How much work should you do? If you manage a team, how much work should each of your direct reports do?
It's a simple question, but how you answer it can have a profound impact on your company and culture.
Really, there are two ways to view how much work you should do:
Work as long or as short as you have to, so long as you get your work done. What this means is that a manager of a team using this philosophy will, to a greater or lesser extent:
This has an innate appeal to developers. Those who favor this model dream of completing a 3-week project in 2 days, then skipping out for a free vacation. We all like to think we're smarter than the average bear, so it's an attractive view.
It also incentivizes smart working over hard working. It pays off free time to developers who find more efficient or automated ways of doing a given task.
It's an especially good way of accommodating a mix of developer skills: good devs work fast, mediocre developers work a bit longer, and you get the same amount of work out of each.
This system relies heavily on managers being able to correctly size what "your work" is. If they overestimate, you're stuck working late.
In theory, if they underestimate, you go home early. In practice, your manager has a perverse incentive to just add more work each cycle if you keep finishing ahead of schedule.
Naturally, this leads to crunch time. Because it's impossible to really predict how long a given project will take, you'll always end up with some heavy weeks and some light weeks. Managers, when they see a light week, will increase work expectations. As they say, "the reward for fast work is more work." Now that your "light" weeks fill the entire week, normal and heavy weeks run over and take crunch time to complete.
Set a time limit– say 40 hours a week– and get as much done as you can in that period. When you hit the end of that period, you stop working and go home. Practically, this means that your manager will:
This is good for work-life balance: you have a predictable schedule and can plan your life around it.
It also lets your company set clear expectations up front for the time commitment you expect of your employees. Working much longer hours than expected is a common reason I hear for people leaving their jobs (in SF startup land, anyway).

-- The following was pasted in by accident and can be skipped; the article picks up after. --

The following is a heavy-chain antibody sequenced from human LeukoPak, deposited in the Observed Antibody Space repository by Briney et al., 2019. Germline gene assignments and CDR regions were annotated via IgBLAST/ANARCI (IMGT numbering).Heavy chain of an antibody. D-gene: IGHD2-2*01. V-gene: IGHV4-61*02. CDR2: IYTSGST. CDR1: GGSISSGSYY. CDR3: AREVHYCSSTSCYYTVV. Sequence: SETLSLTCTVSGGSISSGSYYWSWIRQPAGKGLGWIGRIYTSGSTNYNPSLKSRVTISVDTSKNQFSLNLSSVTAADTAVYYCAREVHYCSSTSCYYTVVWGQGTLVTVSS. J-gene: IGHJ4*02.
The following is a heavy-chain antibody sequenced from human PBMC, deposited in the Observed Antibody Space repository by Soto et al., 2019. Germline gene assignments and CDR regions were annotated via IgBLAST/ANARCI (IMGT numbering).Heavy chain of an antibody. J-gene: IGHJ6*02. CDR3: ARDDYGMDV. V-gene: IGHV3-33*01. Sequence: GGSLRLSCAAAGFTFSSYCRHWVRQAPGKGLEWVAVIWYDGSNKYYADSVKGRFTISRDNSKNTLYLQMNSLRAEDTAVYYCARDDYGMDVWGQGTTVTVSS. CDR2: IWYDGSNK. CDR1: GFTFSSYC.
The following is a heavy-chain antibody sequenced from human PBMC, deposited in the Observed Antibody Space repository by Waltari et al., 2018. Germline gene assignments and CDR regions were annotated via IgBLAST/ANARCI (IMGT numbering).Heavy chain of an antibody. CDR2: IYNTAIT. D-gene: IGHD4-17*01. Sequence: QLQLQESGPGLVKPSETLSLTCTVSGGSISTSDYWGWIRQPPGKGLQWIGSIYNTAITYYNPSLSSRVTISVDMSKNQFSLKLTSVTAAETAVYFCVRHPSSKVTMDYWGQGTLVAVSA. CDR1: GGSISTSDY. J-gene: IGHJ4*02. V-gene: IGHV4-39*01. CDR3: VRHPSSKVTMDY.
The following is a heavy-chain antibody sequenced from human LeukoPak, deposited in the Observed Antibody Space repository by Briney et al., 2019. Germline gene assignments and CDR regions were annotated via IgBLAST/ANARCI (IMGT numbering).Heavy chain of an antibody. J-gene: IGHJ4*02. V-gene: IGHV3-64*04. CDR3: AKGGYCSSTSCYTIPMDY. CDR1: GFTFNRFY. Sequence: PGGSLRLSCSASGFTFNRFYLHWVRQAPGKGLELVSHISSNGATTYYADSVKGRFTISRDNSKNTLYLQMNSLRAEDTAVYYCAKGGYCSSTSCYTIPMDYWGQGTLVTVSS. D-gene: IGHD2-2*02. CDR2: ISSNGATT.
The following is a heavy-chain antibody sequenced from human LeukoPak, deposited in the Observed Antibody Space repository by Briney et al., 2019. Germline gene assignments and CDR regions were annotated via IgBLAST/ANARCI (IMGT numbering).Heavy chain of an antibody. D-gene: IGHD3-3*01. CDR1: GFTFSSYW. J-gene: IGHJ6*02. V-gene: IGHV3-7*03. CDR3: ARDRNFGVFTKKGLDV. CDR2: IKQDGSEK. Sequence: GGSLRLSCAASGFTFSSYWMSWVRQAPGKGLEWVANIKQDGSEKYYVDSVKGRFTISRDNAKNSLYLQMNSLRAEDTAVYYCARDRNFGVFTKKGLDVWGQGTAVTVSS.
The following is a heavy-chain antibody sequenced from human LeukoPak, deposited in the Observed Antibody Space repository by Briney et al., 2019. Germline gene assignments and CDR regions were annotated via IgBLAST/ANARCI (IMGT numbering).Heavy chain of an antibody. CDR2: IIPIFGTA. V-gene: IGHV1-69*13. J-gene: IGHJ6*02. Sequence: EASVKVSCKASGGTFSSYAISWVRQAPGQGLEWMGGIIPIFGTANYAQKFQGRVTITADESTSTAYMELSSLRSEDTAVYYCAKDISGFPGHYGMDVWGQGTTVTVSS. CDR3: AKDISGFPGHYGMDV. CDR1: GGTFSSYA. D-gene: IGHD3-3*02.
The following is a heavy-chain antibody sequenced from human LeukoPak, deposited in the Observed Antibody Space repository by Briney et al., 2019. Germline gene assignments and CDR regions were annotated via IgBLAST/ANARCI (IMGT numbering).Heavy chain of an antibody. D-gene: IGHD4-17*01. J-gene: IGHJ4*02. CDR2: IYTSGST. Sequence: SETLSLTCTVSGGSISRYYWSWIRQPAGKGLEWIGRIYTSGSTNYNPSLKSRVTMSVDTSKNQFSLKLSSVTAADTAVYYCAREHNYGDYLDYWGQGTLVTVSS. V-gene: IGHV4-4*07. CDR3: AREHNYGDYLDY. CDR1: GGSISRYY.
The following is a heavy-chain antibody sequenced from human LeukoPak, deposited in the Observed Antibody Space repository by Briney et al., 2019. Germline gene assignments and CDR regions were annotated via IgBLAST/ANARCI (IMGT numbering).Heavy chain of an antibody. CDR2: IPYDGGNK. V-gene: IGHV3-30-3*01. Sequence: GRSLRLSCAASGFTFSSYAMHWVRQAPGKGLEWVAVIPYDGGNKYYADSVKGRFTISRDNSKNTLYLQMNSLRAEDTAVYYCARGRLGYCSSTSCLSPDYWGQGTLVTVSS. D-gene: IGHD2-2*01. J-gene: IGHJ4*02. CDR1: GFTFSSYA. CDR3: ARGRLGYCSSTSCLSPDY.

This philosophy works especially well where a developer's work is less narrowly circumscribed. For example, at a startup, it's not uncommon for early devs to be working on pretty much everything. Since there's always more work to do, working "until your work is done" isn't even particularly meaningful.
As a corollary, the "fixed period" work model lends itself well to self-driven teams. If you have devs that need to be externally motivated, you'll find people just filling their chairs for X hours a week. But if you have self-motivated people, you'll find that they always have something productive to do, and sometimes you have to actively tell them to go home and stop working!
Of course, crunch time may still come eventually– usually as the result of an external deadline.
And of course, if you want to be able to evaluate your team, you'll need to find a way to accurately measure the efficiency of each developer. Since this is an open problem in software engineering management, I wish you the best of luck with it! The more you can simply trust that your developers are working as hard as they can, the easier this strategy is.
And as the opposite of the "finish your work model", this way of thinking doesn't automatically reward smart work. If a developer just has to get in their X hours per week, "slog through this menial task" becomes a viable tactic. Managers have to manually reward clever efficiency over mere hard work.
Finally, the "fixed-period" model has the problem that mediocre workers simply get less done than good workers, since they can't work extra hours to make up the difference. There's no way around this, short of hiring all equally-skilled developers.
Many companies choose some sort of hybrid. This usually means "You should work 40 hours, but also work more if we decide we want this deadline met." This means you work 40 hours every week, except the weeks you work 70 hours. It sacrifices both the reliability of the "fixed period" model and the flexibility of the "finish your work" model.
I'd strongly argue for picking one model to embrace as much as you can.
The "finish your work" model seems best for larger companies where the work is more consistent and easier to predict. It also thrives in environments with a solid group of well-tested managers who have been or will be with their team for many years.
The "fixed period" model works better for small companies where the work changes rapidly, and so is hard to predict. It's also an excellent tool for preventing overwork and burnout, which are common in those environments. I've used 40 hours as an example, but it's the same for 50, 60, or 70 hours. Reliable long hours tend to be easier to take than unreliable medium hours.
It's also a good system for when you don't have many managers and you can trust your developers to be as productive as possible without someone looking over their shoulder.
Neither is right for everyone, but you should make the choice consciously.